The second edition of FIPADOC kicks of January 21 2020 with a selection of 100+ titles competing across four categories and a full Industry programme running Jan 22-24. Managing and artistic director Christine Camdessus explains the festival’s raison d’être.
FIPADOC grew out of former Biarritz-based festival FIPA, an event that was dedicated to television programming. The event ran from 1987 to 2018, but laterally proved difficult to fund sufficiently. It was, Camdessus stresses, a quality festival but something of “a sleeping beauty.”
But there was talent within the organisation, and a healthy audience in Biarritz, and FIPA festival president Anne Georget was determined to investigate the possibility of morphing the event into a creative documentary festival in the mould of CPH:DOX or Dok Leipzig. Camdessus and Georget therefore set out to launch FIPADOC in January 2019.
“The first thing which is very important for a festival is the level of attendance,” stresses Camdessus. “Was there an audience for non-fiction, as opposed to fiction which is very attractive and easy to promote. Would the public come and respond to our new proposal? And the answer was yes.”
Camdessus points out that the last edition of FIPA attracted an audience of 25,000 and that attendees for the first edition of FIPADOC numbered almost the same.
The event also managed to attract artistic and technical leading talents from the French documentary industry, she adds.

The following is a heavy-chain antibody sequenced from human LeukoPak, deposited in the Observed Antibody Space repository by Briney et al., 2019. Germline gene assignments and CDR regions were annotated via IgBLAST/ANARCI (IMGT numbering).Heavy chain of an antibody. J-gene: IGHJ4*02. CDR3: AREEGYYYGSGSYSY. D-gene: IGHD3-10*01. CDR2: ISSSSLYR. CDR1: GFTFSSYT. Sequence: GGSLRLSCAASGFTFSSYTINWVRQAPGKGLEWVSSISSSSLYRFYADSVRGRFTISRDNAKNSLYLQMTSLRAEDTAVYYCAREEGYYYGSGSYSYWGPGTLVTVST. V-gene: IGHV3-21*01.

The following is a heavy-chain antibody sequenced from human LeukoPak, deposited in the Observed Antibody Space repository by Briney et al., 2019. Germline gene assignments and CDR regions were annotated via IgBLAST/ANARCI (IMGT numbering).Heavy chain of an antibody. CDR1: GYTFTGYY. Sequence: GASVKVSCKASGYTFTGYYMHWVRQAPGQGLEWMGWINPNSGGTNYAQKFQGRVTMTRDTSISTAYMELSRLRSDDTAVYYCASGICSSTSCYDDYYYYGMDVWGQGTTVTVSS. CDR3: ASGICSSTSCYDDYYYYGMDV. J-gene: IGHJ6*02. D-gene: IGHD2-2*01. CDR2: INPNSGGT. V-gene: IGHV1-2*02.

“The third criterion was, were we able to make a selection that people would enjoy? And we did. Comments on the selection were very positive. So we knew, all in all, we had thought of a good idea, and it worked, so we thought let’s continue.”
For the second edition, the pair have secured funding from Creative Europe. “It is very important for us to show we are at a level of importance within the European festival scene.” Further funding was sought (and gained) from CNC, local and regional funds and professional guilds.
A key component for Camdessus is a sound offer to the international doc community. “It’s going to take time, but we are creating an appeal and offering great reasons to come, which is why we are looking to deliver an Industry Days programme of high quality.”
She stresses how “the DNA of the festival” lies in the documentary credentials of both herself and Georget (as doc producer and director respectively). “We seek to answer important questions. What is a festival for? Is it to promote films, to promote directors, to promote talent or business models, or to build collaboration, create encounters and challenging debate.
“All of these are important. We think like an attendee of a festival. What would I love? What would I expect? If I spend three, four or five days in this city, what do I want to experience? This is key. We visit other festivals and we borrow the best ideas. And we collaborate with them. That is a privilege of the doc world, it is less competitive and more collaborative.” (See below for details of this year’s Industry Programme).
Camdessus further explains the initial three-year plan of her festival. “The first year we wanted to validate the proposal. The second year we want to demonstrate that we are capable of being of European standard in terms of selection levels and the offer to the industry, and I think this edition will demonstrate that. In future we will implement a FIPADOC nomade by extending the festival to cinemas across the region. We want to be stronger at both European and local level.”